Sare Njobbo Well Project – The Gambia
This project is made possible through the partnership of WATER CHARITY and the NATIONAL PEACE CORPS ASSOCIATION.
After the ferry crossing at Bansang, the South Bank Road heads due southeast while the River Gambia heads due north before turning due south a few miles later. The land within this space is remote, even by Gambian standards. The largest village, the only one large enough to be shown on GoogleMaps, is Chargel.
To the east of Chargel is the remote village of Sarre Njobbo. The community consist of 50 compounds. 100% of the community ‘s population are from the Fula tribe, and predominately depend on subsistence farming and nomadic herding to earn their living and to satisfy their basic needs.
The community has no drinkable water. A significant portion of the community’s time is spent traveling several kilometers (more than 30 minutes’ walk) to fetch water from the village of Sare Ngallen. As a result, few girls are in school. (Most unusually, men also help fetching water by driving a donkey cart on which to carry water back to the village.) With temperatures exceeding 120 degrees in summer, it is a difficult task, even for young, strong women. Once the rains come, it becomes a treacherous and muddy walk.
The project consists of digging a hand-dug well in Sare Njobbo village, lining it with concrete, covering it, and installing a German-made hand pump.
The steps to taken are to dig the hole for the well, using pick axes, spades and pulley. For the first part the men of the community will do the digging, and after it gets deeper, the contractor’s personnel will take over.
Once water is struck, a rented diesel pump will pump water out of the hole so that digging can continue below the water line. (The project will be done in June, just before the rains, so that the water table will be at its lowest.)
Once the hole is complete, it will be lined with concrete, then covered and a German handpump installed.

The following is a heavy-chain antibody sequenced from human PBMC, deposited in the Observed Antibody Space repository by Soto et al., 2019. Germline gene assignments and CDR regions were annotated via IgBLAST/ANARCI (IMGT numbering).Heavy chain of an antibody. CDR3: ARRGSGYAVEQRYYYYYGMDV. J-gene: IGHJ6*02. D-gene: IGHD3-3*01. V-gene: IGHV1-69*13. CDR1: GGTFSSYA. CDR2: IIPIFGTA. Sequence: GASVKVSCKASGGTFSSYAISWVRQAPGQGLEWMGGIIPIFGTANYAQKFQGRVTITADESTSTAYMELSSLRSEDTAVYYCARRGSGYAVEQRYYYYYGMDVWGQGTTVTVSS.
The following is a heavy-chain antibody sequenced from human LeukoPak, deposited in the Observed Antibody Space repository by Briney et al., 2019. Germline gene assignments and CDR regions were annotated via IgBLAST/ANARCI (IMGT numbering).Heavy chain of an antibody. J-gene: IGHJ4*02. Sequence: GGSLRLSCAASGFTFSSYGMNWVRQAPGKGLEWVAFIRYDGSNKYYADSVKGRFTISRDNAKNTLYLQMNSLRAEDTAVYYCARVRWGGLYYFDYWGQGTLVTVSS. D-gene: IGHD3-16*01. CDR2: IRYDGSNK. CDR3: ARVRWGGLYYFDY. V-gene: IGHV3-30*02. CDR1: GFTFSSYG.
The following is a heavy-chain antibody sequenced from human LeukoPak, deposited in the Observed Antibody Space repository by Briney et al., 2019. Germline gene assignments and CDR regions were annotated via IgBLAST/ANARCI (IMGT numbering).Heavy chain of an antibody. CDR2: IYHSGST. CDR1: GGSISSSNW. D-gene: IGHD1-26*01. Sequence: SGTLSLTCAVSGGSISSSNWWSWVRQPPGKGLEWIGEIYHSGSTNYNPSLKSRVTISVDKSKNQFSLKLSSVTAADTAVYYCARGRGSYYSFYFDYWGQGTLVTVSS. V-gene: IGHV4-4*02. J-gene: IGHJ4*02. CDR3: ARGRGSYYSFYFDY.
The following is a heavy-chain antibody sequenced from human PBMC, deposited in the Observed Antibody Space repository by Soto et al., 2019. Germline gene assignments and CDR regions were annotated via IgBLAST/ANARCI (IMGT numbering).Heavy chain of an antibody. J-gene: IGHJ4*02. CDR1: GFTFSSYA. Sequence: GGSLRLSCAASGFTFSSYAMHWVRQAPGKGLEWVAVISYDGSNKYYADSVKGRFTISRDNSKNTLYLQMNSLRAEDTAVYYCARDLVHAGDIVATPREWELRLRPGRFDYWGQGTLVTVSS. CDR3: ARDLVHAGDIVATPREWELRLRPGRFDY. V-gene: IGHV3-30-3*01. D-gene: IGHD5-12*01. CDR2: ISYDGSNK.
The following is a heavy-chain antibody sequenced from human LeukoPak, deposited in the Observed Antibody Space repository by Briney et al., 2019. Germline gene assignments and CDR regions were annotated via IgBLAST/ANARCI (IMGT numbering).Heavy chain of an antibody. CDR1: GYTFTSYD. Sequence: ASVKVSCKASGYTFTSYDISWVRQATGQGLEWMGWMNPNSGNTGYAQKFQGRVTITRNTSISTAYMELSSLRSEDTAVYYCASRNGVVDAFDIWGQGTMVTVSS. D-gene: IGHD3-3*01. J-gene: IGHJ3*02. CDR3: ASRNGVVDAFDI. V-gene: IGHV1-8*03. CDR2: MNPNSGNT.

The community will host and feed the team that will dig the well and they will also participate in physical labor such as providing sand, water and gravel for the professional team responsible for building the well, and will also provide 40% of the labor for digging the well.
900 people will benefit greatly from this project.
Mike McConnell, Managing Trustee, GambiaRising, and Former Country Director for Peace Corps in The Gambia from 2007 through 2009. GambiaRising’s Community Coordinator, Ismaila Cham, will oversee the project. Ismaila is a teacher living in Chargel.
Monitoring and Maintenance
GambiaRising’s Community Coordinator and project manager will visit the site regularly every 2 months to check whether the hand pump is properly used.
Upon the completion of the project, the project manager will work with community leaders to select a monitoring committee of concerned and caring people and will conduct a workshop for them in which an expert will be invited to sensitize them on the importance of taking good care of the hand pump. The invited expert will train them on how to use the pump to maintain its durability.
The selected monitoring committee will be inspecting the hand pump monthly to check if it is working properly.
A mechanism will be created in which community contributions will be collected and saved for future minor maintenance.
Let Girls Learn
Most of the burden of fetching water for Sare Njobbo has fallen on its young women – wives and daughters. The community has pledged that if they have a steady, local water supply, they will begin enrolling more of their daughters in school.
Although the funds to get this project underway have been provided by an anonymous donor, we continue to accept donations so that we will have funds on hand for the next project in The Gambia. Please use this Donate button, and your donation will be attributed to this project and the Peace Corps Volunteer will be notified.